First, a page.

Do You Need A Permit To Replace A Furnace? (Find Out Now!)
Trying to obtain a permit can be tricky for homeowners, especially when you don’t know if you need one or not. While you often need permits for large construction projects, what about smaller jobs, like replacing certain components? It can be hard to determine if you need a permit to replace a furnace?
While the law varies by city and state, typically, you need a mechanical or furnace permit to replace a furnace. This also applies when replacing a furnace with the same type of system. You might need a low-voltage electrical permit for control wiring and thermostat work, even if you reuse the old thermostat.
Do You Have To Get A Permit To Replace A Furnace?
In most cities and states, you must have a mechanical or furnace permit to fully replace a furnace. Even if you replace the furnace with the same make and model, you will need one or more permits. A permit will help to ensure that the contractor and installation team are both licensed and bonded to complete the work.
A low-voltage electrical permit is also typically required for the control wiring and thermostat work during a furnace replacement. Even if you plan to use the previous thermostat with the new furnace system, you will still need to obtain the permit.
Can I Replace My Own Furnace?
Installing your own furnace may seem like a way to save money, but it takes knowledge and experience to install one. If the installation is incorrect, it can lead to inefficient operation, high utility bills, risk of fire, and even carbon monoxide poison. Moreover, in some states, you need permits, and connecting to a gas line may be illegal without a licensed contractor.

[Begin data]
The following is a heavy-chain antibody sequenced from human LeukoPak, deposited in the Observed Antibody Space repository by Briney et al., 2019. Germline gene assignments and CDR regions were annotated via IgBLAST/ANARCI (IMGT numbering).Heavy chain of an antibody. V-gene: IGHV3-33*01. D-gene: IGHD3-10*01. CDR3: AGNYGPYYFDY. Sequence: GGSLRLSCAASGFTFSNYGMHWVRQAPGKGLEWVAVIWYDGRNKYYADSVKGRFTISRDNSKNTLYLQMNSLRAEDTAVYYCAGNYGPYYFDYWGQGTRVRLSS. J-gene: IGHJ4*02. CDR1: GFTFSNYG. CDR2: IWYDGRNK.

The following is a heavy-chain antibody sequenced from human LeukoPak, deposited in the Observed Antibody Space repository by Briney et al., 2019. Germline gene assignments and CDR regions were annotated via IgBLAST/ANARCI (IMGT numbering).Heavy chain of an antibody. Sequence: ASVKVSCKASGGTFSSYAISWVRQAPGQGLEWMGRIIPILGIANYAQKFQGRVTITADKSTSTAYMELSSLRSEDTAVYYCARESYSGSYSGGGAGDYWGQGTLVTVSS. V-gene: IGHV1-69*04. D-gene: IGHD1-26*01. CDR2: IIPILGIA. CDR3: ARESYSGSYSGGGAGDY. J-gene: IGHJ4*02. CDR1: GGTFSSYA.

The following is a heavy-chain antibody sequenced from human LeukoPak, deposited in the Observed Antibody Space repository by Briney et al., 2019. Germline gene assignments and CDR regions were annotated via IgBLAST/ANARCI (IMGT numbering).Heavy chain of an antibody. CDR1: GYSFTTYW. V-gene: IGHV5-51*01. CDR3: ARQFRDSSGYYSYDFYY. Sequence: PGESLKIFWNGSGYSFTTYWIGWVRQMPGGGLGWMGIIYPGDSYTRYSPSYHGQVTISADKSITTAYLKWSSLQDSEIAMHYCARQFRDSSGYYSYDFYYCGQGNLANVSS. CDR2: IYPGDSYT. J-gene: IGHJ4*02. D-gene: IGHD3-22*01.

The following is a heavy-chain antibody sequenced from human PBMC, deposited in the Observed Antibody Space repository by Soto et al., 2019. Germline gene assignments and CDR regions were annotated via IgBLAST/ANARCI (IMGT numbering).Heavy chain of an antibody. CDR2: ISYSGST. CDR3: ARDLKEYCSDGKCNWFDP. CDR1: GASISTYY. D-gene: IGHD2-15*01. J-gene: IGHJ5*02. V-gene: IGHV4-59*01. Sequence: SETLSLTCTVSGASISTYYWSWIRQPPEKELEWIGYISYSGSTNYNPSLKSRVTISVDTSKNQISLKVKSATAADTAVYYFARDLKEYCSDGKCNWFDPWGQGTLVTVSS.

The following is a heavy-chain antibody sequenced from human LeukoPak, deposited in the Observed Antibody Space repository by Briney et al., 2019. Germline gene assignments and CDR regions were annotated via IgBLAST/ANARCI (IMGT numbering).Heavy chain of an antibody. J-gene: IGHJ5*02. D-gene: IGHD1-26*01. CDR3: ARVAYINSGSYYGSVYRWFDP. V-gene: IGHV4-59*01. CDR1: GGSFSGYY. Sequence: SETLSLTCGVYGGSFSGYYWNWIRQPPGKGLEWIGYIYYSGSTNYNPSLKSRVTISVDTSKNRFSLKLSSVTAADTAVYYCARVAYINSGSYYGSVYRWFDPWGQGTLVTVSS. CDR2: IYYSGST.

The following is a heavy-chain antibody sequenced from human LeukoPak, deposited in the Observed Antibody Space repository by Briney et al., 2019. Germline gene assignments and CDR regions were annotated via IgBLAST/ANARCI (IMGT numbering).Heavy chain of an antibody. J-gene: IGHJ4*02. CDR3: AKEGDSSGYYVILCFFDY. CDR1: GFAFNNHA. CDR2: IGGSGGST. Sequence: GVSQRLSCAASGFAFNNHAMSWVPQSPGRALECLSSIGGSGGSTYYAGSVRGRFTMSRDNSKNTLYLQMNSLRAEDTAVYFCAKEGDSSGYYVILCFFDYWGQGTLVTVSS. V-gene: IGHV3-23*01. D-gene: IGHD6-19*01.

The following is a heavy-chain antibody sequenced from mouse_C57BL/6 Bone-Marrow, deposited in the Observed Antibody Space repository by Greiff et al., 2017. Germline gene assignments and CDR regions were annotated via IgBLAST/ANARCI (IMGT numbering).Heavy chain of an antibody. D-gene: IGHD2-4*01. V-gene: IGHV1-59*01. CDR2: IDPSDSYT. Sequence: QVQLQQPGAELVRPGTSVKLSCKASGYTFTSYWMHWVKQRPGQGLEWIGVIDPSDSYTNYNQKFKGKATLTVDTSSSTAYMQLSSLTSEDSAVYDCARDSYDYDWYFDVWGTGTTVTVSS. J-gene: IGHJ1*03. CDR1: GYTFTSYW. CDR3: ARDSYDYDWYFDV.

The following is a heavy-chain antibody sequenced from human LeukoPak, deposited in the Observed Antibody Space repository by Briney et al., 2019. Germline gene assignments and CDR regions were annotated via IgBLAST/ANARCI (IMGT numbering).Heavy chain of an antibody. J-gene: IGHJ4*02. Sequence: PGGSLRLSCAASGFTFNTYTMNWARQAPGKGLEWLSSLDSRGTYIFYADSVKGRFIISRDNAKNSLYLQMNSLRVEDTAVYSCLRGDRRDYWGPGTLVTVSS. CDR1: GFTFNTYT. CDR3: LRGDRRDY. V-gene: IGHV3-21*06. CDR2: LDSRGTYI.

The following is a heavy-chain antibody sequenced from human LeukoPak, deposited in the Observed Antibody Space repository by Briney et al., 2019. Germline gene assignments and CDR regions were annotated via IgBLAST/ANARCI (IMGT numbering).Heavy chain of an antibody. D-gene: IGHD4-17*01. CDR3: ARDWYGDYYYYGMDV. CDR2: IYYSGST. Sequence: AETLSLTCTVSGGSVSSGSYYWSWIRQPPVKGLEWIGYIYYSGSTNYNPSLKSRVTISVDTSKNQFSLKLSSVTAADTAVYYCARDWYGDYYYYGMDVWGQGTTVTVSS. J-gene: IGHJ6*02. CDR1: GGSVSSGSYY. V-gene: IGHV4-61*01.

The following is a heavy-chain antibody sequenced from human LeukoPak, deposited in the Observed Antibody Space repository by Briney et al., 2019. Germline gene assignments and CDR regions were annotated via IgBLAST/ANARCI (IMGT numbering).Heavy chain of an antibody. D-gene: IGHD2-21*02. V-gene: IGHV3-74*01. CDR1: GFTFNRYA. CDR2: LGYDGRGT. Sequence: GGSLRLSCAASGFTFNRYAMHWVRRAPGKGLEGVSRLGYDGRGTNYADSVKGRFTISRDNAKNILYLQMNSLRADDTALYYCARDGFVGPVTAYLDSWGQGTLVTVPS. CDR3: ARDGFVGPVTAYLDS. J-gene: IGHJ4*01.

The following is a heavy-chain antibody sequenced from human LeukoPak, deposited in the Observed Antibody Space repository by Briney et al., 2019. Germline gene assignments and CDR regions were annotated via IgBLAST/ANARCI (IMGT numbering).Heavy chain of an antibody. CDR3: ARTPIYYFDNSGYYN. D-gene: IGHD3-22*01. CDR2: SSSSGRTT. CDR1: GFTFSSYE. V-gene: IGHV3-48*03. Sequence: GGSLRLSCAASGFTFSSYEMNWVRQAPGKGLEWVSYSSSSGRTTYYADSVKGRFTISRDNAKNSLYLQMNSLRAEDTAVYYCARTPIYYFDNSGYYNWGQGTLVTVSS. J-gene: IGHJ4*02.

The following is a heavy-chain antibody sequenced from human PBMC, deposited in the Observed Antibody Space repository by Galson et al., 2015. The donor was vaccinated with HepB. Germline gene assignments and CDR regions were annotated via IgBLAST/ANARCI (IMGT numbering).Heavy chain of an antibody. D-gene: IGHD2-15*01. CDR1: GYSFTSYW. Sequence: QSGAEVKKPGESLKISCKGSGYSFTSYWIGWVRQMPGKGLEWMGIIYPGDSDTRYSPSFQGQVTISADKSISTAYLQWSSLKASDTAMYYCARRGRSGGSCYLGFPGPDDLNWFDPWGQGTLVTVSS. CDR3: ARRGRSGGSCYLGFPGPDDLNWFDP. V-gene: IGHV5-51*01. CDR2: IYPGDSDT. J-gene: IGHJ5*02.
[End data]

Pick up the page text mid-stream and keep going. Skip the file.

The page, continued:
In situations like these involving gas and electricity, it’s always best to contact a licensed professional. They have daily experience with these projects and can make sure the furnace replacement and installation are correct.
Why Do You Need A Permit To Replace A Furnace?
Permits are necessary for a variety of reasons. First of all, you want to make sure your home is up to code. If you don’t get a required permit, it is against the law.
Licensed HVAC contractors must pull permits when required, and they are familiar with the permit process. If your contractor does work without a permit in your home, they can lose their license.
Furthermore, you and the contractor can be held liable. The city can also require you to remove the HVAC equipment at your own expense.
Secondly, permits can save you money since they ensure your system is up to code and installed properly. When a professional correctly installs your HVAC system, this can prevent excessive energy bills. You can also have peace of mind knowing that a building inspector ensures that your home is safe.
What Happens If I Don’t Obtain a Permit To Replace A Furnace?
You know why permits are important, but let’s discuss the consequences if you don’t get the proper permits. These consequences can be safety issues, quality issues, and even legal issues.
Safety is one of the most important reasons you need to obtain a permit and get an inspection. HVAC equipment is extremely dangerous if improperly installed. The safety repercussions of not getting a permit can be deadly.